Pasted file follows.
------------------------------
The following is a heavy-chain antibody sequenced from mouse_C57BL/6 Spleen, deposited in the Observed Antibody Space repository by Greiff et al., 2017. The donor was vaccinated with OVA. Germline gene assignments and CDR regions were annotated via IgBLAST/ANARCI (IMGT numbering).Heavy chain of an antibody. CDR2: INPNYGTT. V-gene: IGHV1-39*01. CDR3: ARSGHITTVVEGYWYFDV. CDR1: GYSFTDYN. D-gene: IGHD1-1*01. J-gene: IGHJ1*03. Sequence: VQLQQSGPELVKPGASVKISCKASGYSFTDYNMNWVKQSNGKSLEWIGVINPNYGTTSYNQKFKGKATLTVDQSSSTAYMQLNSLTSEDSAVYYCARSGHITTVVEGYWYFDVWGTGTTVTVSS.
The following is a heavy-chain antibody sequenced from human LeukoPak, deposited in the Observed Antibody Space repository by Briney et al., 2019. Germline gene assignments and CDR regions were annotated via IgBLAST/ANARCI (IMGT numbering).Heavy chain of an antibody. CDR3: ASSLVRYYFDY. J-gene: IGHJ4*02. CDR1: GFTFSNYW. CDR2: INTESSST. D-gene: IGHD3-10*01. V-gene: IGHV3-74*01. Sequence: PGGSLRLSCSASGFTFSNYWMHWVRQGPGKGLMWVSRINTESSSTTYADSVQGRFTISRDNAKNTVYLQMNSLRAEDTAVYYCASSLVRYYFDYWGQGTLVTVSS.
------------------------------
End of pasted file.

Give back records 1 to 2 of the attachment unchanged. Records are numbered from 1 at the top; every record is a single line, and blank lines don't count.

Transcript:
The following is a heavy-chain antibody sequenced from mouse_C57BL/6 Spleen, deposited in the Observed Antibody Space repository by Greiff et al., 2017. The donor was vaccinated with OVA. Germline gene assignments and CDR regions were annotated via IgBLAST/ANARCI (IMGT numbering).Heavy chain of an antibody. CDR2: INPNYGTT. V-gene: IGHV1-39*01. CDR3: ARSGHITTVVEGYWYFDV. CDR1: GYSFTDYN. D-gene: IGHD1-1*01. J-gene: IGHJ1*03. Sequence: VQLQQSGPELVKPGASVKISCKASGYSFTDYNMNWVKQSNGKSLEWIGVINPNYGTTSYNQKFKGKATLTVDQSSSTAYMQLNSLTSEDSAVYYCARSGHITTVVEGYWYFDVWGTGTTVTVSS.
The following is a heavy-chain antibody sequenced from human LeukoPak, deposited in the Observed Antibody Space repository by Briney et al., 2019. Germline gene assignments and CDR regions were annotated via IgBLAST/ANARCI (IMGT numbering).Heavy chain of an antibody. CDR3: ASSLVRYYFDY. J-gene: IGHJ4*02. CDR1: GFTFSNYW. CDR2: INTESSST. D-gene: IGHD3-10*01. V-gene: IGHV3-74*01. Sequence: PGGSLRLSCSASGFTFSNYWMHWVRQGPGKGLMWVSRINTESSSTTYADSVQGRFTISRDNAKNTVYLQMNSLRAEDTAVYYCASSLVRYYFDYWGQGTLVTVSS.